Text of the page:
Dennis Paul Williams has always had a unique voice as a zydeco guitarist, practically playing the role of jazz shaman in his brother Nathan’s Zydeco Cha Chas and nephew Lil’ Nathan and the Zydeco Big Timers. To say that his own solo recording is long overdue is like saying Mardi Gras is as a good place as any to get your drink on. Still, Williams’ debut solo offering comes as a surprise. Instead of being electric like he’s heard in his two family bands, it’s an allacoustic, original affair with minimal overdubbing. Each composition was inspired by an artistic creation of the same name—Williams’ day job is as a mixed-media visual artist—so the end result is a sonic, impressionistic interpretation of a visual expression.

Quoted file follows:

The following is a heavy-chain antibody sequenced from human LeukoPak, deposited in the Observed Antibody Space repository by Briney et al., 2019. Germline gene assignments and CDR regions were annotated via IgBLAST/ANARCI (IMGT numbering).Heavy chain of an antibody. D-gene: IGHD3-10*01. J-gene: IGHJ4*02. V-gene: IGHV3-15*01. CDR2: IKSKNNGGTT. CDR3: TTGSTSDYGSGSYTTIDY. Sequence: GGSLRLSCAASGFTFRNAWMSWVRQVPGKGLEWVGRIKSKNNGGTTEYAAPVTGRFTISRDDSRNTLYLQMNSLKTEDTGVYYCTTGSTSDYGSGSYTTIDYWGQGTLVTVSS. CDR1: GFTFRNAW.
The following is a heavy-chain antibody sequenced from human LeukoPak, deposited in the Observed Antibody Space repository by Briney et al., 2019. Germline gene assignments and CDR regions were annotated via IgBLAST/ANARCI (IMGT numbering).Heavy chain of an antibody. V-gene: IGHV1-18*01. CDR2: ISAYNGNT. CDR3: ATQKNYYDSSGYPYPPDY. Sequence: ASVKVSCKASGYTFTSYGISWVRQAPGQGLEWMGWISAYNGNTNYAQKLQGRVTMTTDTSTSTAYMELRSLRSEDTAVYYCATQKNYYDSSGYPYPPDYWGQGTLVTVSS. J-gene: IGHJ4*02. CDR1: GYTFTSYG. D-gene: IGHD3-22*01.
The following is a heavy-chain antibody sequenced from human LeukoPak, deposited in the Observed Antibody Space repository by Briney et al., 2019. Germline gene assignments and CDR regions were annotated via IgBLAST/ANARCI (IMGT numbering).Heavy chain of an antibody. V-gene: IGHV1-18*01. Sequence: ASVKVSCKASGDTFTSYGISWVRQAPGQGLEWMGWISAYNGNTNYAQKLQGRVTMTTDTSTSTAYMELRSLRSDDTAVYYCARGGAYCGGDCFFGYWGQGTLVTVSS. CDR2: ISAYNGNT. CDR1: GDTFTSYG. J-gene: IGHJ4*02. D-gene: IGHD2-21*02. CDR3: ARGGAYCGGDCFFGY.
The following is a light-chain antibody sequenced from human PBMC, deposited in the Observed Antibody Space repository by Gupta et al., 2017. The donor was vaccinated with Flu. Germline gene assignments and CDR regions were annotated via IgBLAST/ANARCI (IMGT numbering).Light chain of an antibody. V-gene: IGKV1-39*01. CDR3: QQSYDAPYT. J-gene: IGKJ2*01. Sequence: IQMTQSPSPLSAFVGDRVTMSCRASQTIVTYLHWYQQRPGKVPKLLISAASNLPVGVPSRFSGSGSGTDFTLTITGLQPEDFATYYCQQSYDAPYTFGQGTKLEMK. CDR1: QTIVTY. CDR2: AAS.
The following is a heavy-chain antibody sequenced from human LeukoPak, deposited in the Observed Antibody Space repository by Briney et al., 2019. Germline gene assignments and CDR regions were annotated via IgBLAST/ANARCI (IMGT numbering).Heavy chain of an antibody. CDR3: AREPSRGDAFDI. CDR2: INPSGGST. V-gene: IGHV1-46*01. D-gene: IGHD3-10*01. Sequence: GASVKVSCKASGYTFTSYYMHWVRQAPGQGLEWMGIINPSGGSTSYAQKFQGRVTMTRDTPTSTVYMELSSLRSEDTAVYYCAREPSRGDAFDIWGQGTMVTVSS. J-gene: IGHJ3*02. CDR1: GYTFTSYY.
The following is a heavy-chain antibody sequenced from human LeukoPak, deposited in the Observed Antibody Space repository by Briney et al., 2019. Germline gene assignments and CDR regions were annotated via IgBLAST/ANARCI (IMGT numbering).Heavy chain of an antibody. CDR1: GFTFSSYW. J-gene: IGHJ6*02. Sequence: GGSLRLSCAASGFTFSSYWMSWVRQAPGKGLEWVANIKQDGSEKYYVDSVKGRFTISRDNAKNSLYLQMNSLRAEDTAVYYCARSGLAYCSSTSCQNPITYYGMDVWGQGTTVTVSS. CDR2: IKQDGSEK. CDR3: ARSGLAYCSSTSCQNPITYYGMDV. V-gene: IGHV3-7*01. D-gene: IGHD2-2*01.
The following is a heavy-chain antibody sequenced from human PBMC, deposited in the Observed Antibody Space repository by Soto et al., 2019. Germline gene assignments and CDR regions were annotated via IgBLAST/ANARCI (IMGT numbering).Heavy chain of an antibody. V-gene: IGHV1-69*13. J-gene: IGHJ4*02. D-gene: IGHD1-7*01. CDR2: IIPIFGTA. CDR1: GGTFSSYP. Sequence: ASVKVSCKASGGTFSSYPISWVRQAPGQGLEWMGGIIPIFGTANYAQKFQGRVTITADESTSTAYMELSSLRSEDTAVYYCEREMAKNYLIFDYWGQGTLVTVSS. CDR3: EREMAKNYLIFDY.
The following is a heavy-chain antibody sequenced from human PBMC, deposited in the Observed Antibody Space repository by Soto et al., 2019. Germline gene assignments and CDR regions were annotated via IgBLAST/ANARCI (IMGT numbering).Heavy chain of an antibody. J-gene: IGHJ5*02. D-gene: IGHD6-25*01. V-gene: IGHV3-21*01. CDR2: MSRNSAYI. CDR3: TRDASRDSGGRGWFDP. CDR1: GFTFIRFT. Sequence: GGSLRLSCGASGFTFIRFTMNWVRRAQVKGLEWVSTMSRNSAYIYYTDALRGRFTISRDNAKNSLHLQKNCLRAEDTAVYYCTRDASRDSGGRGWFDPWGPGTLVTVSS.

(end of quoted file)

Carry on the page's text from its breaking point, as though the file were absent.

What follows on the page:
Like the artwork, every song is deeply rooted in symbolism and highly spiritual in nature. Williams’ nimble fretwork is like finger gymnastics—beautiful melodic passages played in the upper registers, only to be answered by bass notes in the lower wards that serve as a bassline. Some songs are nurturing (“Mother Song”); others offer reassurance (“Morning Light”); a few feel breezy and Brazilian (“Middle Balance”). Unlike many acoustic guitar albums, there are virtually no sounds of fingers sliding across the frets before plucking the next note. What’s even more amazing is how each tune leads to meditation and reflection without any obvious nudging.